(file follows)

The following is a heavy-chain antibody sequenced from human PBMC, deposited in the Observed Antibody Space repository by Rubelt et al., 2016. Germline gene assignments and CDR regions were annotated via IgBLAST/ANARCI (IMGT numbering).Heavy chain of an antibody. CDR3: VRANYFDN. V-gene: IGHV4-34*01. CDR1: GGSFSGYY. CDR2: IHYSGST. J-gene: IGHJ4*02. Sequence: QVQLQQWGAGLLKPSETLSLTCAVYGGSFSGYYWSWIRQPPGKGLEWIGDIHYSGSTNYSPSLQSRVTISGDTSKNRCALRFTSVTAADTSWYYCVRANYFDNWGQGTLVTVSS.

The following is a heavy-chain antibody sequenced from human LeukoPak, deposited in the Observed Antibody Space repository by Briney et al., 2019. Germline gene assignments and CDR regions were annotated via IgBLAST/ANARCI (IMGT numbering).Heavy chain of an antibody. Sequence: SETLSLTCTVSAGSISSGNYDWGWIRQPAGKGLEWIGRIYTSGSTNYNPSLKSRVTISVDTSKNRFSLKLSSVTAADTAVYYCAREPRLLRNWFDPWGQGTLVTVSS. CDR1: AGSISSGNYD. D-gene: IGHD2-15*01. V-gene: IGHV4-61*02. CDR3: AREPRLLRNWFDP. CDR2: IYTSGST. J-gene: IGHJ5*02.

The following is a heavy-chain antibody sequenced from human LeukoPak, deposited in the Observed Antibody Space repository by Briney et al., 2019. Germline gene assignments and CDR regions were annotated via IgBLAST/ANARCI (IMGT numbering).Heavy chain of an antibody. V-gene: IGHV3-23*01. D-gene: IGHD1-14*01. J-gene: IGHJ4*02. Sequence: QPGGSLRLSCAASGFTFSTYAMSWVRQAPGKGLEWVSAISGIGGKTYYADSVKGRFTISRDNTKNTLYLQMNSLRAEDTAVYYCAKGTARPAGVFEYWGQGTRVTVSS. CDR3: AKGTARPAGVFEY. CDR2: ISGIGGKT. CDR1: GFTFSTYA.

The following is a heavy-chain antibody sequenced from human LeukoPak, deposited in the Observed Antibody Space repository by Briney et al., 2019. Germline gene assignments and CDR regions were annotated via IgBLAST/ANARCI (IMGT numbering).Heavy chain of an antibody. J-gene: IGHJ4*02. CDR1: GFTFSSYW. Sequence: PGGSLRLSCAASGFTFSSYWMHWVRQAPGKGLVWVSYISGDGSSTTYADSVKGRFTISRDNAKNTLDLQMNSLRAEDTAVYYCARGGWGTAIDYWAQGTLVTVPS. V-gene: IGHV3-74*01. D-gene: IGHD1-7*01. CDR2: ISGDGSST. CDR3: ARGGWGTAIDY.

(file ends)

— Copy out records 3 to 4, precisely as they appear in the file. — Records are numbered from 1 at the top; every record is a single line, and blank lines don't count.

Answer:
The following is a heavy-chain antibody sequenced from human LeukoPak, deposited in the Observed Antibody Space repository by Briney et al., 2019. Germline gene assignments and CDR regions were annotated via IgBLAST/ANARCI (IMGT numbering).Heavy chain of an antibody. V-gene: IGHV3-23*01. D-gene: IGHD1-14*01. J-gene: IGHJ4*02. Sequence: QPGGSLRLSCAASGFTFSTYAMSWVRQAPGKGLEWVSAISGIGGKTYYADSVKGRFTISRDNTKNTLYLQMNSLRAEDTAVYYCAKGTARPAGVFEYWGQGTRVTVSS. CDR3: AKGTARPAGVFEY. CDR2: ISGIGGKT. CDR1: GFTFSTYA.

The following is a heavy-chain antibody sequenced from human LeukoPak, deposited in the Observed Antibody Space repository by Briney et al., 2019. Germline gene assignments and CDR regions were annotated via IgBLAST/ANARCI (IMGT numbering).Heavy chain of an antibody. J-gene: IGHJ4*02. CDR1: GFTFSSYW. Sequence: PGGSLRLSCAASGFTFSSYWMHWVRQAPGKGLVWVSYISGDGSSTTYADSVKGRFTISRDNAKNTLDLQMNSLRAEDTAVYYCARGGWGTAIDYWAQGTLVTVPS. V-gene: IGHV3-74*01. D-gene: IGHD1-7*01. CDR2: ISGDGSST. CDR3: ARGGWGTAIDY.